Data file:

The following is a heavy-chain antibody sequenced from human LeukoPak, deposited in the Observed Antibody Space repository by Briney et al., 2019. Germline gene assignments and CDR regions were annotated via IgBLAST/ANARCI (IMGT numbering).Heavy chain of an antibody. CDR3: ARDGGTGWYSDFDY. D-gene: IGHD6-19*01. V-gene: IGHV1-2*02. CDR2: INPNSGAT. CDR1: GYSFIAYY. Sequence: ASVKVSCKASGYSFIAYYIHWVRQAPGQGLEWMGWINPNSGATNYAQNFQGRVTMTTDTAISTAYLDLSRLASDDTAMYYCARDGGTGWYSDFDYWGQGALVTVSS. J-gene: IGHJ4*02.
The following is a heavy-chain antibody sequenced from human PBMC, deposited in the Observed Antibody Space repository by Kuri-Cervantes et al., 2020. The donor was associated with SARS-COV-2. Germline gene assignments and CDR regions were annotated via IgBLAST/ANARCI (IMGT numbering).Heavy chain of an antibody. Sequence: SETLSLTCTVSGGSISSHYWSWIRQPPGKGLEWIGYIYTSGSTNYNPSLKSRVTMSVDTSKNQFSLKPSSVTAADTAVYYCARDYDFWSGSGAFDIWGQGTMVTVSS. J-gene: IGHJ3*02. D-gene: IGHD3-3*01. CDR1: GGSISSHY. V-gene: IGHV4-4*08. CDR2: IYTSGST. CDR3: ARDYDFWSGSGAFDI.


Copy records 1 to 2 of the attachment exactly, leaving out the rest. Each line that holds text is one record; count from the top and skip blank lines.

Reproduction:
The following is a heavy-chain antibody sequenced from human LeukoPak, deposited in the Observed Antibody Space repository by Briney et al., 2019. Germline gene assignments and CDR regions were annotated via IgBLAST/ANARCI (IMGT numbering).Heavy chain of an antibody. CDR3: ARDGGTGWYSDFDY. D-gene: IGHD6-19*01. V-gene: IGHV1-2*02. CDR2: INPNSGAT. CDR1: GYSFIAYY. Sequence: ASVKVSCKASGYSFIAYYIHWVRQAPGQGLEWMGWINPNSGATNYAQNFQGRVTMTTDTAISTAYLDLSRLASDDTAMYYCARDGGTGWYSDFDYWGQGALVTVSS. J-gene: IGHJ4*02.
The following is a heavy-chain antibody sequenced from human PBMC, deposited in the Observed Antibody Space repository by Kuri-Cervantes et al., 2020. The donor was associated with SARS-COV-2. Germline gene assignments and CDR regions were annotated via IgBLAST/ANARCI (IMGT numbering).Heavy chain of an antibody. Sequence: SETLSLTCTVSGGSISSHYWSWIRQPPGKGLEWIGYIYTSGSTNYNPSLKSRVTMSVDTSKNQFSLKPSSVTAADTAVYYCARDYDFWSGSGAFDIWGQGTMVTVSS. J-gene: IGHJ3*02. D-gene: IGHD3-3*01. CDR1: GGSISSHY. V-gene: IGHV4-4*08. CDR2: IYTSGST. CDR3: ARDYDFWSGSGAFDI.